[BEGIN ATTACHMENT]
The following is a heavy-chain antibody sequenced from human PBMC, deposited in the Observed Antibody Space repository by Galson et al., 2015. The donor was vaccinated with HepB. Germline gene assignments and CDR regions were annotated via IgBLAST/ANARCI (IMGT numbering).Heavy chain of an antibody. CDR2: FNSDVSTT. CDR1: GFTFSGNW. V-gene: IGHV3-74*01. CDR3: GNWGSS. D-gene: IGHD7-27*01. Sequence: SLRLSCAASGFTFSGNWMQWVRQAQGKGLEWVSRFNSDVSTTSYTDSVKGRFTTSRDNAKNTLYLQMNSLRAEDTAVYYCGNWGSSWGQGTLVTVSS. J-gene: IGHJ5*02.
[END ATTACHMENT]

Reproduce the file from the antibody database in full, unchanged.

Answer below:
The following is a heavy-chain antibody sequenced from human PBMC, deposited in the Observed Antibody Space repository by Galson et al., 2015. The donor was vaccinated with HepB. Germline gene assignments and CDR regions were annotated via IgBLAST/ANARCI (IMGT numbering).Heavy chain of an antibody. CDR2: FNSDVSTT. CDR1: GFTFSGNW. V-gene: IGHV3-74*01. CDR3: GNWGSS. D-gene: IGHD7-27*01. Sequence: SLRLSCAASGFTFSGNWMQWVRQAQGKGLEWVSRFNSDVSTTSYTDSVKGRFTTSRDNAKNTLYLQMNSLRAEDTAVYYCGNWGSSWGQGTLVTVSS. J-gene: IGHJ5*02.